If you bring the art, food and fun, the kids will come. That's the plan with a Big Car program that brings creativity and support to kids in areas where cultural enrichment isn't always the top priority.
Every Tuesday and Wednesday throughout June and July, members of Big Car travel by van into neighborhoods and apartment complexes to bring healthy snacks and cultural programming to Indy doorsteps. The initiative, called Fun Fleet, is a partnership with Indianapolis Public Library. Each week volunteers and staff plan short, one-hour activities and make them available to anyone interested.
"Some of these complexes are pretty isolated," Big Car Program Director, Anne Laker says, explaining that there' not a lot of walkability at some of the areas. "Not everyone has a car, and there's not a ton of cultural amenities already there. Big Car's mission is to bring art to people and bring people to art. In this case, we're definitely completing our mission."
The Fun Fleet serves as an extension of the library's bookmobile. At each location, kids line up with tote bags full of books to exchange for points, prizes and more books. While the kids meander through the library's converted RV, the Fun Fleet unloads its tables, markers, crayons, colored pencils, bags of apples, a canopy and folding chairs with the silent precision of a veteran ambulance team. Before long, kids of all ages begin to trickle toward the group, grinning with hands full of new reading material, temporary tattoos, mustache erasers and packets of Jelly Belly candies.
The Fun Fleet program kicked off last summer at a handful of apartment complexes on Indy's far Eastside. This summer, the program expanded, adding two new stops on the Eastside and a handful of additional neighborhoods surrounding International Marketplace, formerly Lafayette Square Mall. Each Fun Fleet crew is comprised of a leader, Tom Streit on the Westside and Jarrod Dortch on the Eastside, and a handful of additional volunteers.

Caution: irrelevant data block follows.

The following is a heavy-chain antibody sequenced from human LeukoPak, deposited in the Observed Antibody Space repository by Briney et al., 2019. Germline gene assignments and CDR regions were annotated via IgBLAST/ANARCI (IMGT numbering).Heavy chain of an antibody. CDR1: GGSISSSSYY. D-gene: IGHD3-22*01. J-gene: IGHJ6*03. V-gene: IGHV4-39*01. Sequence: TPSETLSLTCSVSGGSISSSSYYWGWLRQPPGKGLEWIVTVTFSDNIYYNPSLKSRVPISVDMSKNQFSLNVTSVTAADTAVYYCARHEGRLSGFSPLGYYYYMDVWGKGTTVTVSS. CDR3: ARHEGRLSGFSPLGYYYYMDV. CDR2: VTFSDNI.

"They call me the Eastside Ambassador," says Dortch, who also donates a significant amount of time to after-school programs through Community Alliance of the Far Eastside when he's not busy with his day job as an instructor at Ivy Tech in Muncie. Dortch lives near the neighborhoods along the Fun Fleet's route. "Sometimes I'll be at the grocery and I'll run into one of the kids from Fun Fleet," he says. "They usually remember me and say hi, which feels great."
Esteban Ortiz is the lone member of the Fun Fleet that works on both the East and Westside routes during the week that I visited. He came to Big Car as part of the Immigrant & Refugee Service Corps. IRSC works with organizations, local universities, faith-based charities and others to bridge gaps and collaborate more effectively with Indianapolis' immigrant population. Ortiz's skills as a bilingual interpreter come in handy. While most of the kids are capable of communicating in English, some prefer Spanish. The language barrier is more significant among the parents at the various stops, and more than once Esteban's skills have proven useful. He's also working on a graduate degree with a focus on conflict resolution.
Along with art supplies and snacks, the Fun Fleet also uses a Big Car mailbox that allows the participants to send drawings and notes to their counterparts across town.
At the end of August, there's going to be an art gallery at Big Car's new space in a largely empty strip mall off of 38th Street and Lafayette Road.
Creative Renewal & Relationships